For carbon fiber tubes, it is not necessary to refocus, as they are not sensitive to temperature changes.

Here are my recommendations to avoid re-focusing during an imaging session:

  • Set up the telescope and all astrophoto equipment outdoors at least one hour before the start of the imaging session. Thus, the equipment will adapt to the ambient temperature.
  • Use a weather site that shows temperature variations hourly. Choose an imaging time slot that has a difference of 5o Celsius and less. You will notice that there are rarely nights when the temperature changes by more than 5 degrees (in Quebec, this happens especially in winter when it is very cold). Also, I recommend evaluating the sensitivity of your instrument to temperature changes. All the details here.
  • The primary mirror of Schmidt Cassegrain telescopes that moves causing loss of focus. Prefer a telescope which allows the mirror to be blocked.
  • For imaging using the LRGB technique, use parafocal filters (with identical focus).
  • For telescopes open at f / 5 and above (f / 4..f / 2), use a carbon fiber tube, as this material is not sensitive to temperature variations.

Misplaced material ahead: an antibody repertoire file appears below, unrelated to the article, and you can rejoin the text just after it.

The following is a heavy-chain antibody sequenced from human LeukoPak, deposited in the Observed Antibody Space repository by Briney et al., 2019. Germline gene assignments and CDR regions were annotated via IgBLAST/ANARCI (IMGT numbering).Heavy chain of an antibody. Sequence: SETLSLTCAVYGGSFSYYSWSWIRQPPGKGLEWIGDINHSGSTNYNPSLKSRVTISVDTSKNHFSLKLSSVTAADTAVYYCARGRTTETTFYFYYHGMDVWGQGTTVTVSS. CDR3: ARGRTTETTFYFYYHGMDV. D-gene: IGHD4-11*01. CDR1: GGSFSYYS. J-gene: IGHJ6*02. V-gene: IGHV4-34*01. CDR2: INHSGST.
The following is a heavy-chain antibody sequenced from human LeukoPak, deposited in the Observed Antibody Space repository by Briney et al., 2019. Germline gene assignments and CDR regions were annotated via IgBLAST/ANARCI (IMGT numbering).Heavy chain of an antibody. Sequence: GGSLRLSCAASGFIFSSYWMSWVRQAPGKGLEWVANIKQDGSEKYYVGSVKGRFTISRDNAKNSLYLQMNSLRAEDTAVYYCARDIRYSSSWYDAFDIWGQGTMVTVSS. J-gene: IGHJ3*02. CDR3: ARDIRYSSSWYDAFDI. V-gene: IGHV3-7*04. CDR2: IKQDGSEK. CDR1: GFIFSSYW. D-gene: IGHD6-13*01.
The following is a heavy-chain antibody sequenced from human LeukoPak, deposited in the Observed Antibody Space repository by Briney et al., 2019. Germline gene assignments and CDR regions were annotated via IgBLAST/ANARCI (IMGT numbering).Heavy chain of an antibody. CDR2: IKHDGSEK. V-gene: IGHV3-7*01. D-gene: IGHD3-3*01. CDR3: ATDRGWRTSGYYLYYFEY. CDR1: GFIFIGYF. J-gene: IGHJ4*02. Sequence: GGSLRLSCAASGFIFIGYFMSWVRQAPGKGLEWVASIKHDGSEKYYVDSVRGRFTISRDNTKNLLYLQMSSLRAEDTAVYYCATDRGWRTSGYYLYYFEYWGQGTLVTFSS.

• If possible, compare the first image with another during the imaging session to ensure that the focus has not changed.

In my experience, on the rare nights où I have to redo the focus during the imaging session, I stop the imaging session when I see that the focus needs to be re-focused. I am using the functions of the Maxim DL software to refocus (see point 1 above) by selecting the brightest star in the current framing. Then I schedule an imaging session for the rest of the photos to be taken according to my initial imaging plan. It all takes me less than 10 minutes.

5. Automate the focus

For all those who are interested, it is possible to automate the focusing of its optical instruments. This consists of using a motorized focuser with encoder (or robofocus) in conjunction with software allowing this task to be completely automated. It should be noted that if this equipment is properly configured, it will allow a very good focus to be maintained throughout the imaging session. Here is an example of the material to be used to carry out this automation as well as an estimate of the monetary investment:

Description of the equipmentUtilityEstimated price
Canadian $
Robofocus allowing management via a computer
For my Schmidt Cassegrain telescopeDeep sky625
For my 80 mm telescope (carbon fiber)Large fieldNo need
FocusMax softwareAutomates focus during imaging session190
Estimated total investment815
Prices are as of April 2021

As can be seen, this automation requires a significant investment. Personally, with my permanent observatory which is easy to access, I prefer to continue to manually focus with the Bahtinov mask, as it only takes me a minute of time to complete this task. Then, on the rare nights when I have to refocus, it takes me less than ten minutes to achieve it.

Richard Beauregard
Sky Astro - CCD

Updated the 2021 / 04 / 11